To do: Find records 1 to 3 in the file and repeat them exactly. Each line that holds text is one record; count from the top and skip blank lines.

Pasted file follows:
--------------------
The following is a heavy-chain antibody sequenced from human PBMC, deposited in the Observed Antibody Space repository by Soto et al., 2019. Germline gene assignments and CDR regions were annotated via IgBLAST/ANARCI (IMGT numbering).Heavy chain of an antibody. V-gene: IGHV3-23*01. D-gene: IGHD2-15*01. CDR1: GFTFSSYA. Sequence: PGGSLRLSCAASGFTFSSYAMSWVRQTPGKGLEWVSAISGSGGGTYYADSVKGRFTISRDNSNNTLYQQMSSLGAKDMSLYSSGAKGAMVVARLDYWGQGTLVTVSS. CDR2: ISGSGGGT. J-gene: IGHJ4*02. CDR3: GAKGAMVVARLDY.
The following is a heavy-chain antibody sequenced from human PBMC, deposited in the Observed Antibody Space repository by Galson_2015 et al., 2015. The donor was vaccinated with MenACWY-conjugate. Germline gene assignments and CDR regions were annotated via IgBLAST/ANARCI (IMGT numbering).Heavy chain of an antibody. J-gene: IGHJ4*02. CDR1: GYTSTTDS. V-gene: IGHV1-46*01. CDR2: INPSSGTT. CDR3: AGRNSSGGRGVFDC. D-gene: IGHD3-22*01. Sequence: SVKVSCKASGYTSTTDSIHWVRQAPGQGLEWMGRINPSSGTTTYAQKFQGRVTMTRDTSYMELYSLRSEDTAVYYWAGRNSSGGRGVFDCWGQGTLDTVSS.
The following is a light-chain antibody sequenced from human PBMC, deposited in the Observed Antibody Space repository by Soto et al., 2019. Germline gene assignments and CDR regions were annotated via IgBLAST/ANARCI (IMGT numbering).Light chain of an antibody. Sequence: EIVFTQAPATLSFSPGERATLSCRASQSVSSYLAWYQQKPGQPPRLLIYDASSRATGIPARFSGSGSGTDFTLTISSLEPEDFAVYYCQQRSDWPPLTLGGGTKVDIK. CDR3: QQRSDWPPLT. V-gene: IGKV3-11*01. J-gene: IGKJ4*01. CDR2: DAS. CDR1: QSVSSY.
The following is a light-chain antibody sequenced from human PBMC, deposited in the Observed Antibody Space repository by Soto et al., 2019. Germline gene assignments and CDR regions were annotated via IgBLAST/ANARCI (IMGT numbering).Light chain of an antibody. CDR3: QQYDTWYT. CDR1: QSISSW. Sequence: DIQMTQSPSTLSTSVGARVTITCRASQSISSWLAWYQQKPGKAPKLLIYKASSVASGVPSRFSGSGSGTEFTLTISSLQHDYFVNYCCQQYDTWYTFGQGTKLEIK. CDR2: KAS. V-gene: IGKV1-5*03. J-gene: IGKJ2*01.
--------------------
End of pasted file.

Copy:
The following is a heavy-chain antibody sequenced from human PBMC, deposited in the Observed Antibody Space repository by Soto et al., 2019. Germline gene assignments and CDR regions were annotated via IgBLAST/ANARCI (IMGT numbering).Heavy chain of an antibody. V-gene: IGHV3-23*01. D-gene: IGHD2-15*01. CDR1: GFTFSSYA. Sequence: PGGSLRLSCAASGFTFSSYAMSWVRQTPGKGLEWVSAISGSGGGTYYADSVKGRFTISRDNSNNTLYQQMSSLGAKDMSLYSSGAKGAMVVARLDYWGQGTLVTVSS. CDR2: ISGSGGGT. J-gene: IGHJ4*02. CDR3: GAKGAMVVARLDY.
The following is a heavy-chain antibody sequenced from human PBMC, deposited in the Observed Antibody Space repository by Galson_2015 et al., 2015. The donor was vaccinated with MenACWY-conjugate. Germline gene assignments and CDR regions were annotated via IgBLAST/ANARCI (IMGT numbering).Heavy chain of an antibody. J-gene: IGHJ4*02. CDR1: GYTSTTDS. V-gene: IGHV1-46*01. CDR2: INPSSGTT. CDR3: AGRNSSGGRGVFDC. D-gene: IGHD3-22*01. Sequence: SVKVSCKASGYTSTTDSIHWVRQAPGQGLEWMGRINPSSGTTTYAQKFQGRVTMTRDTSYMELYSLRSEDTAVYYWAGRNSSGGRGVFDCWGQGTLDTVSS.
The following is a light-chain antibody sequenced from human PBMC, deposited in the Observed Antibody Space repository by Soto et al., 2019. Germline gene assignments and CDR regions were annotated via IgBLAST/ANARCI (IMGT numbering).Light chain of an antibody. Sequence: EIVFTQAPATLSFSPGERATLSCRASQSVSSYLAWYQQKPGQPPRLLIYDASSRATGIPARFSGSGSGTDFTLTISSLEPEDFAVYYCQQRSDWPPLTLGGGTKVDIK. CDR3: QQRSDWPPLT. V-gene: IGKV3-11*01. J-gene: IGKJ4*01. CDR2: DAS. CDR1: QSVSSY.